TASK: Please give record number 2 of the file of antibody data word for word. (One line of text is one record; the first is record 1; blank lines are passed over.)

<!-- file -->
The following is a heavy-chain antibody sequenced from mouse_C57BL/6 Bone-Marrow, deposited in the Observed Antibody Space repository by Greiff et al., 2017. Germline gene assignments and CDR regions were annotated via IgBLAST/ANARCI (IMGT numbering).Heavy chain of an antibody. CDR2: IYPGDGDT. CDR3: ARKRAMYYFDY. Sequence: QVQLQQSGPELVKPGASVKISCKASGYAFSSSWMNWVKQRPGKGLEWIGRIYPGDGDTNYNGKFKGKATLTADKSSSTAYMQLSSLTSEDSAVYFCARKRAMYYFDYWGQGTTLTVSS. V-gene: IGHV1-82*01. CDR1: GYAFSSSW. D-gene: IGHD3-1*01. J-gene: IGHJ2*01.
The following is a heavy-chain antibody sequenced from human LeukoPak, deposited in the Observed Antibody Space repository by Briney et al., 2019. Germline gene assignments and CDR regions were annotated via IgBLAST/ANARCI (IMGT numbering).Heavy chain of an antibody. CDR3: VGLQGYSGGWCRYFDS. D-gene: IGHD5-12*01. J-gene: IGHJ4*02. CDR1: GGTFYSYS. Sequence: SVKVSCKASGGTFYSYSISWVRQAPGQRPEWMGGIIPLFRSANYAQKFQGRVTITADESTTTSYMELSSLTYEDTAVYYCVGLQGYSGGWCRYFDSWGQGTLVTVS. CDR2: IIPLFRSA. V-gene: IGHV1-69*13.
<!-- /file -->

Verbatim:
The following is a heavy-chain antibody sequenced from human LeukoPak, deposited in the Observed Antibody Space repository by Briney et al., 2019. Germline gene assignments and CDR regions were annotated via IgBLAST/ANARCI (IMGT numbering).Heavy chain of an antibody. CDR3: VGLQGYSGGWCRYFDS. D-gene: IGHD5-12*01. J-gene: IGHJ4*02. CDR1: GGTFYSYS. Sequence: SVKVSCKASGGTFYSYSISWVRQAPGQRPEWMGGIIPLFRSANYAQKFQGRVTITADESTTTSYMELSSLTYEDTAVYYCVGLQGYSGGWCRYFDSWGQGTLVTVS. CDR2: IIPLFRSA. V-gene: IGHV1-69*13.